For minor centering adjustments, there is usually a screw on the left brake arm that sets the spring tension on one side. Tighten this clockwise to pull the pad away from the rim, and counter-clockwise to set the right pad closer to the rim.
So recently I noticed that my rear brake rod was very loose and I tried to tighten it up using barrel adjuster. Then I saw that it won´t work and the end of the rod looked like it had worn off or just got broken. I hope to get some help from here, because I really don´t know what to do except taking my bike to maintenance. Thanks for helpers!
That´s how it should be (front brake):
That´s how it is (rear brake): Read more >>
My bike was stolen and i recently got it back... but some of the parts where switched out. They replaced my 27.5 inch forks with 26 inch shocks(pretty nice ones though) and my 27.5 single gear wheel with a 26 inch mtb wheel with a disc break disc on it. Finding a 27.5 has not been easy. And my breaks wont reach the 26 inch rim. I was thinking about ringing up some kind of extension to mount the break pads on.. then a friend said he had a disc break set up. But i dont have the mount holes on my fram for it.
Is there some kind of adapter i can mount on my frame to make it work with the dis... Read more >>
I am interested in buying a fitness Canyon bike that can be seen at:
My primary goal with it is to use it with drop handlebars and I'm not interested in a regular road bike since this one supports wider tires (I'm about 95 kg weight), hydraulic disc brakes and I also want a big top tube to get a big seat post angle (with a Profile Design Fast-Forward seat post, the seat post ang... Read more >>
Hi, there, first time poster here!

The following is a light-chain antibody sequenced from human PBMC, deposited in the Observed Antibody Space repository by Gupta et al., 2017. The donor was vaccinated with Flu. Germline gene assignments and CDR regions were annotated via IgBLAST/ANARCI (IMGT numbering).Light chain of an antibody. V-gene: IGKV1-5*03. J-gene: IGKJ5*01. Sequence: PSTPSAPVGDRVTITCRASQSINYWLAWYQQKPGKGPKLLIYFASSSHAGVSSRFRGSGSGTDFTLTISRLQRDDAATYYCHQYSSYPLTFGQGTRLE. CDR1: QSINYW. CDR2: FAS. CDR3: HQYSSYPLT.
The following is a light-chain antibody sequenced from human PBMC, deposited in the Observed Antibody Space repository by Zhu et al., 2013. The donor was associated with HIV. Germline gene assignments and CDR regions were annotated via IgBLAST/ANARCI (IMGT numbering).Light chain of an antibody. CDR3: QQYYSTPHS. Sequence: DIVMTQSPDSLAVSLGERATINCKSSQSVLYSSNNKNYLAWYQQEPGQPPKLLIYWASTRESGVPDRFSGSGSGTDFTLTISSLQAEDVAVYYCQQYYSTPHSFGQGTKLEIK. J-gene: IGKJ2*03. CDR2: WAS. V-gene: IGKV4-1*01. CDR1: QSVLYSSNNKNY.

I am a little desperate in my naive attempts to fix what is going on with my bike for years and it looks like I'm totally hitting the wall. Hope that someone might chime in and hint me on some way to fix the issue...
So, I bought a KENT SHOGUN T1000 HYBRID - MENS Model # 22798 bike (http://www.kent.bike/22798/shogun-t1000-hybrid-mens) around 3 years ago from my LBS. It has been making quite weird sounds when braking from the very beginning, but the LBS o... Read more >>
I recently bought a used gt a avalanche with auriga comp brakes. I managed to bleed the none working back brake, but it is squealing badly. Maybe the pads got contaminated or just need replacing. It struggles to brake as well... But that's not the problem. My front lever got dislodged and the washer that sits behind the reach pin ball is now located outside the 'catch washer', if I could call it that. Mineral oil also started leaking from the cylinder/piston. Is there a way I can fix this leak? And how do I remove the catch washer to get the push rod back so the lever doesn't swing around?... Read more >>
For a while my rear brake has been ineffective. I originally thought it was contaminated either the pads or the discs.
Basically the lever has the be pulled all the way back to the bars to make anything work. But at the start of a ride they squeal a lot. Usually by the end of a long downhill if I have had the brake on all the way down it will start working effectively but then when I start my next ride its back to being ineffective and squeals.
I have replaced pads, rotors and bled the system twice. I have even cleaned both the pads and discs with brake cleaner and sa... Read more >>